Saturday, September 18, 2010

Write a note on Russell’s use of irony in his Unpopular Essays.

The Meaning of Irony
Irony always arises from a contrast. It generally implies a contrast between the obvious or surface meaning of a statement and the real or the intended meaning of it. It may also imply a contrast between the incomplete, limited, or inaccurate knowledge of people and the writer’s fuller, wider, and more exact knowledge of the facts. Irony is one of the principal sources of humour.
It is one of the most effective weapons of satire. Satire generally aims at ridiculing persons or institutions or customs or modes of thought, and it often employes irony as its tool. The great satirists have always been masters in the use of irony. Such were Chaucer, Samuel Butler, (the author of Hudibras), Dryden, Alexander Pope, and Swift. In modern times, Aldous Huxley and Bertrand Russell are among the great writers to make use of irony as a weapon of attack.
Russell’s Use of Irony and Its Purpose
The Unpopular Essays show Russell’s use of irony to a striking degree. Russell too employs irony to expose the absurdity or stupidity of certain ideas, beliefs, customs, and institutions. His irony is free from malice, spite and spleen. His irony is not prompted by ill-will or cynicism. Nor does he become furious or indignant in his unmasking of the follies and absurdities in people’s thinking. His purpose is improvement and reform; he aims at correcting wrong modes of thought, and teaching people to become rational in their thinking and in taking decisions in the course of their political and social life.
The Use of Irony in “Philosophy and Politics”
Russell is a serious writer; he has always something important and weighty to say. The use of irony, apart from serving as a weapon of attack in his hands, serves also to lighten the gravity of the tone of his writing. For instance, in the essay Philosophy and Politics we feel greatly amused when Russell ironically points out the absurdity of Hegel’s philosophy by reducing Hegel’s definition of the Absolute Idea to the statement that it is “pure thought thinking about pure thought”. Russell mocks at this philosophy by further pointing out what the general reaction of people to it would be. People, says Russell, would not think it worth their while to go through all the verbiage of Hegel and, after reading it, they would “say good-bye to philosophy and live happy ever after”. In the same essay, Russell ironically says that people who oppose the philosopher are condemned as unphilosophic, and those who agree with him feel assured of victory, since the universe is on their side. And Russell here ironically adds: “At the same time the winning side, for reasons which remain somewhat obscure is represented as the side of virtue”. In the course of the same essay, Russell quotes an ancient Greek writer who said that every beast was driven to the pasture with blows, and then makes the following ironical comment: “Let us, in any case, make sure of the blows; whether they lead to a pasture is a matter of minor importance—except, of course, to the beasts”. Russell’s criticism of Plato’s Republic is also characterized by a use of irony. This recurrent use of irony makes the essay quite entertaining, serious though it is as regards its ideas. Indeed, Russell shows an exceptional capacity to ridicule what is false, fanciful or ill-founded.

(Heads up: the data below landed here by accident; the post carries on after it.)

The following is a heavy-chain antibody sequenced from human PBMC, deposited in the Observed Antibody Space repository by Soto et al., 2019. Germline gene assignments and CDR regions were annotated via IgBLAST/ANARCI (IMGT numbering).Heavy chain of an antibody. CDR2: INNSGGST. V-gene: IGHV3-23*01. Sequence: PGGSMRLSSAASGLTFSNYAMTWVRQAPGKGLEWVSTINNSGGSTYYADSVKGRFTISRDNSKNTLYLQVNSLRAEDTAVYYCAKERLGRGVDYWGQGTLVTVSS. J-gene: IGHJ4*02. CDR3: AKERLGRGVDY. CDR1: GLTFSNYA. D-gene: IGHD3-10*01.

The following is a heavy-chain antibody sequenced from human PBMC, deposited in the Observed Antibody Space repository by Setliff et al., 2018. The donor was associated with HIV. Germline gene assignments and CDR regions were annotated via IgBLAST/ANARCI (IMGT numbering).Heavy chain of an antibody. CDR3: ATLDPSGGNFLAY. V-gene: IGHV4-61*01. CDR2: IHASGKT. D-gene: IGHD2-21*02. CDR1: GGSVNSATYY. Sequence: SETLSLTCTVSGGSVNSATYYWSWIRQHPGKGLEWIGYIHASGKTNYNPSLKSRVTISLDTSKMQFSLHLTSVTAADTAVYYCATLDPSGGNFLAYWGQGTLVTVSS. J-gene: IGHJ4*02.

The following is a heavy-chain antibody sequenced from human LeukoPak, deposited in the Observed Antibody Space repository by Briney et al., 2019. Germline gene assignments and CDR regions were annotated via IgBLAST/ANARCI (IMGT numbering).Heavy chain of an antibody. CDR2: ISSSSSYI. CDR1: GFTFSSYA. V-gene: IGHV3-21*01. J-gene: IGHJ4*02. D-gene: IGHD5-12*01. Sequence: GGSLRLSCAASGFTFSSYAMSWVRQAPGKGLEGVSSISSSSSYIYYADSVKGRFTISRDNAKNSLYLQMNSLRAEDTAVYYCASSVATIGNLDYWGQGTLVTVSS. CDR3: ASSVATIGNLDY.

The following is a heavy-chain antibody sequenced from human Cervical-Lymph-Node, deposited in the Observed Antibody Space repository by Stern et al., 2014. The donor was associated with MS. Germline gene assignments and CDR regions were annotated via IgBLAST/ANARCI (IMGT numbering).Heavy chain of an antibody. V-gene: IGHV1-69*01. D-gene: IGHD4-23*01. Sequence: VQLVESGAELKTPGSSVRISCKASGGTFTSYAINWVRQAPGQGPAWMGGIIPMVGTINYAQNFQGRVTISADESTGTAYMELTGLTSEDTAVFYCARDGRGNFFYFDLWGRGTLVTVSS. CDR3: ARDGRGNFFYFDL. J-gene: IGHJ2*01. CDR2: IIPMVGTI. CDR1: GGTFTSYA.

An Extensive Use of Irony to Expose Certain Absurdities in “The Superior Virtue of the Oppressed”